most widespread species of the genus Bos, and are most commonly classified
collectively as Bos taurus.

Cattle are raised as livestock for meat (beef and veal), as dairy animals for milk
and other dairy products, and as draft animals (oxen or bullocks that pull carts,
plows and other implements). Other products include leather and dung for manure or
fuel. In some regions, such as parts of India, cattle have significant religious
meaning.

Around 10,500 years ago, cattle were domesticated from as few as 80 progenitors in
southeast Turkey.[1] According to an estimate from 2011, there are 1.4 billion
cattle in the world.[2] In 2009, cattle became one of the first livestock animals
to have a fully mapped genome.[3] Some consider cattle the oldest form of wealth,
and cattle raiding consequently one of the earliest forms of theft.Cattle
From Wikipedia, the free encyclopedia
For other uses, see Cattle (disambiguation).
"Cow" redirects here. For other uses, see Cow (disambiguation).
Cattle
CH cow 2 cropped.jpg
A Swiss Braunvieh cow wearing a cowbell
Conservation status
Domesticated
Scientific classification e
Kingdom: Animalia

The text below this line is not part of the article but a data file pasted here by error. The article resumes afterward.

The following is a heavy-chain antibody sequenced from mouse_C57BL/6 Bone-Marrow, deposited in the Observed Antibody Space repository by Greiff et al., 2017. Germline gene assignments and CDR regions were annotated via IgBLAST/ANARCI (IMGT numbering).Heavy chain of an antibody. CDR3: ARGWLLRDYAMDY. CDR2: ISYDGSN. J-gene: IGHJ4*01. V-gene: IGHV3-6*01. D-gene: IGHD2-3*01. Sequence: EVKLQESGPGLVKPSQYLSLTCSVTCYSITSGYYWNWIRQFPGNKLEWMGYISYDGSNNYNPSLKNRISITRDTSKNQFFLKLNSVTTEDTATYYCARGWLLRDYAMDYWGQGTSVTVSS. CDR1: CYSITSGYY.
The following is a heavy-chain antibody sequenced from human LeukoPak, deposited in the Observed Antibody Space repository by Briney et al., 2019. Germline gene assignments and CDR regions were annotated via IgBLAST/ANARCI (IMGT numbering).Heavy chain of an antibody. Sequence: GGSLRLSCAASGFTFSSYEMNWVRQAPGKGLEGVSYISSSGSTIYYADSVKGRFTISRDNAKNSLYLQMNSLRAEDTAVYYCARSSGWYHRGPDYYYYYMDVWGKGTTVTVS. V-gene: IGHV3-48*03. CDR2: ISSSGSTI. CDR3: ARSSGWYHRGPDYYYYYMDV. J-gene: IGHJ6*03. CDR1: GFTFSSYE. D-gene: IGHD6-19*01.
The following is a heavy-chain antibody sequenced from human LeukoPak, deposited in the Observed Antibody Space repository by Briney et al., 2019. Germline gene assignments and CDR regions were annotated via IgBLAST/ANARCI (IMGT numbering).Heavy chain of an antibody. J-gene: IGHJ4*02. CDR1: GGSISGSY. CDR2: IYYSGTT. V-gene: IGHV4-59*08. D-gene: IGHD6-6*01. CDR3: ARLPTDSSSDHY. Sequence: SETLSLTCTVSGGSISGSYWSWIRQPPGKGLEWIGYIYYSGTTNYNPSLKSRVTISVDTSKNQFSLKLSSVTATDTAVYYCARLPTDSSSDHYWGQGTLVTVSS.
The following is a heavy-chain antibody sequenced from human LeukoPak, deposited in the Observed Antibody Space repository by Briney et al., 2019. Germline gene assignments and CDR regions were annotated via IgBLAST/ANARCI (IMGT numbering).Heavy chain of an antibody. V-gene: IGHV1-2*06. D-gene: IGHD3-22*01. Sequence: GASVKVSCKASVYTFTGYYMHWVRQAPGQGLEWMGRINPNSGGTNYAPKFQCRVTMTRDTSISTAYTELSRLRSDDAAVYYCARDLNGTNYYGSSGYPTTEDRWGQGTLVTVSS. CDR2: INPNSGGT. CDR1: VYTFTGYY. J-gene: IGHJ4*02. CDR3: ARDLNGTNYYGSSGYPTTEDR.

Phylum: Chordata
Class: Mammalia
Order: Artiodactyla
Family: Bovidae
Subfamily: Bovinae
Genus: Bos
Species: B. taurus
Binomial name
Bos taurus
Linnaeus, 1758
Bovine range-2013-14-02.png
Bovine range
Synonyms

Bos primigenius
Bos indicus

Cattlecolloquially cows[note 1]are the most common type of large domesticated


ungulates. They are a prominent modern member of the subfamily Bovinae, are the
most widespread species of the genus Bos, and are most commonly classified
collectively as Bos taurus.

Cattle are raised as livestock for meat (beef and veal), as dairy animals for milk
and other dairy products, and as draft animals (oxen or bullocks that pull carts,
plows and other implements). Other products include leather and dung for manure or
fuel. In some regions, such as parts of India, cattle have significant religious
meaning.

Around 10,500 years ago, cattle were domesticated from as few as 80 progenitors in
southeast Turkey.[1] According to an estimate from 2011, there are 1.4 billion
cattle in the world.[2] In 2009, cattle became one of the first livestock animals
to have a fully mapped genome.[3] Some consider cattle the oldest form of wealth,
and cattle raiding consequently one of the earliest forms of theft.Cattle
From Wikipedia, the free encyclopedia
For other uses, see Cattle (disambiguation).
"Cow" redirects here. For other uses, see Cow (disambiguation).
Cattle
CH cow 2 cropped.jpg